The new analysis, assembled by the Ecuadorian Coordinator of Organizations for the Defense of Nature and the Environment (CEDENMA) with support from a coalition of international advocacy groups including Friends of the Earth and World Animal Protection, details the dire consequences of this lending in a small province west of Ecuador's capital of Quito.
"By giving millions of dollars of public money to PRONACA, IDB Invest and the IFC are violating their own policies and causing negative impacts to Indigenous communities and fragile ecosystems in Santo Domingo de los Tsáchilas," Kari Hamerschlag, deputy director of the Food and Agriculture Program at Friends of the Earth U.S., said in a statement.
"This report is more evidence that every dollar spent on factory farming harms communities and jeopardizes development progress," said Hamerschlag. "Public development banks must stop propping up a failing system, stand alongside Indigenous groups, and stop financing factory farming."
"We used to have a thriving tourism industry, and now we only have polluted air and water. The expansion of pig farms in our community will bring even more pollution to our already contaminated communities."
This is not the first time PRONACA, a meat giant operating more than 100 factory farms and slaughterhouses throughout Ecuador, has faced criticism for its deleterious social and ecological effects. In addition to documenting the historical and ongoing destruction the company has inflicted nationwide, the new investigation highlights how public development banks (PDBs) are complicit in the despoilation of communities in Santo Domingo de los Tsáchilas, which is home to 15 factory farms.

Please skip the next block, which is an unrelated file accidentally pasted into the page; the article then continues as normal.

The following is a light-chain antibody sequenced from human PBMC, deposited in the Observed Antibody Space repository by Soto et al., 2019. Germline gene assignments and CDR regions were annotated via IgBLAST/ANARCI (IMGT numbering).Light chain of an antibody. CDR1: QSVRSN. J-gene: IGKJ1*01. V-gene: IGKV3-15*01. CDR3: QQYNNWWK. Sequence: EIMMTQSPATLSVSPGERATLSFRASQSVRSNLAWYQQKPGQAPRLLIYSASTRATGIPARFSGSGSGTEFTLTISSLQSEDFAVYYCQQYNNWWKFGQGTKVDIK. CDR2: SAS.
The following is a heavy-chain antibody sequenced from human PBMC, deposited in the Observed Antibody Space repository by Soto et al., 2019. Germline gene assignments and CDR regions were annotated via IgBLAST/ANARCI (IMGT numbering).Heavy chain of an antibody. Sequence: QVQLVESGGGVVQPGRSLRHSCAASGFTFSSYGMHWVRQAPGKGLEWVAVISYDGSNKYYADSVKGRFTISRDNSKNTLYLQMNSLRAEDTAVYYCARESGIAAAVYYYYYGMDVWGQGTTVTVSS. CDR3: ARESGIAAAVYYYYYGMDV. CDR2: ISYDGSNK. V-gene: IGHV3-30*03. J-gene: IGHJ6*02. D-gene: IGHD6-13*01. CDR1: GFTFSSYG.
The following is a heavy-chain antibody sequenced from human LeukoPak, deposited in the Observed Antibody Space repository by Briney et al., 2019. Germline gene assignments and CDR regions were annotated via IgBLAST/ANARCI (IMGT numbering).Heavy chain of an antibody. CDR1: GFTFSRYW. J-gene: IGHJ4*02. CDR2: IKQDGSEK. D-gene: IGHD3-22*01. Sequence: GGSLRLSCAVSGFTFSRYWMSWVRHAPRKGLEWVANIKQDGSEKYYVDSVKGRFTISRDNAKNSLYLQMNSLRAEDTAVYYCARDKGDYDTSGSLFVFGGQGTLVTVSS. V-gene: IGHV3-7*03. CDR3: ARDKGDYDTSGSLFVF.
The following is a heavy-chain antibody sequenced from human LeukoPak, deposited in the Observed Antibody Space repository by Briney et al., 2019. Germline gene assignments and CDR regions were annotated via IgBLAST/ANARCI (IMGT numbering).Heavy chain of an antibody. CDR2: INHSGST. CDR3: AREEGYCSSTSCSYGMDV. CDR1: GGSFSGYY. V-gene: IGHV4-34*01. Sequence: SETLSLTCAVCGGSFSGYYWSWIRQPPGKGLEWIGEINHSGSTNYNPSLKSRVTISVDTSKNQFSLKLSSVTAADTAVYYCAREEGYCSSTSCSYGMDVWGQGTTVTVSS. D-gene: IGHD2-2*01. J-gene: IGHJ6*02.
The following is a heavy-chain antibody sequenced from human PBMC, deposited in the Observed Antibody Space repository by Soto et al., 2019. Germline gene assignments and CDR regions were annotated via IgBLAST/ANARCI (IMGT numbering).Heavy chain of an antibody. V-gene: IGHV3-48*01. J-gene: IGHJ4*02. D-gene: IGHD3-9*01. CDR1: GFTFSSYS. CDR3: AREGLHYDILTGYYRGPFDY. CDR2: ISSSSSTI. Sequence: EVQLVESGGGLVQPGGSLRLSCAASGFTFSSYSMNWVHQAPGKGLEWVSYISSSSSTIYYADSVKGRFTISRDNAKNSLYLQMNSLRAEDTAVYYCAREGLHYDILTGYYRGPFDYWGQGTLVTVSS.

It is based on surveys of local residents that CEDENMA, an alliance of 52 environmental groups, conducted in the wake of the most recent round of PDB lending to PRONACA. IDB Invest provided its first loan, worth $50 million, to the company in 2020. IFC followed up with a $50 million loan of its own in 2021, though the World Bank Group's latest PRONACA financing came on top of the $120 million it had already lent to the company.
"Our extensive interviews with community members found that PRONACA's intensive pig farms in the Santo Domingo de los Tsáchilas region have continued to pollute the air and contaminate rivers, killing off fish which local people rely on for food and jobs, and harming local tourism," said CEDENMA vice president Natalia Greene.
The report estimates that PRONACA's swine production in the area generates roughly 15 million pounds of toxic waste each day, fouling the soil, air, and waterways. Moreover, it examines for the first time how IFC and IDB Invest's most recent loans to PRONACA failed to comply with Ecuadorian law and five of their own policies (Performance Standards 1, 3, 4, 6, and 7), which require them to inform Indigenous communities about new operations and compensate them for ensuing damages.
"We used to have a thriving tourism industry, and now we only have polluted air and water," said Ricardo Calazacon, a local Indigenous leader in Santo Domingo de los Tsáchilas and medicinal plant expert. "The expansion of pig farms in our community will bring even more pollution to our already contaminated communities. We have filed many complaints about the company to the local authorities but they have not listened to us or done anything to resolve the problems."
The following six-minute video summarizes many of the report's findings.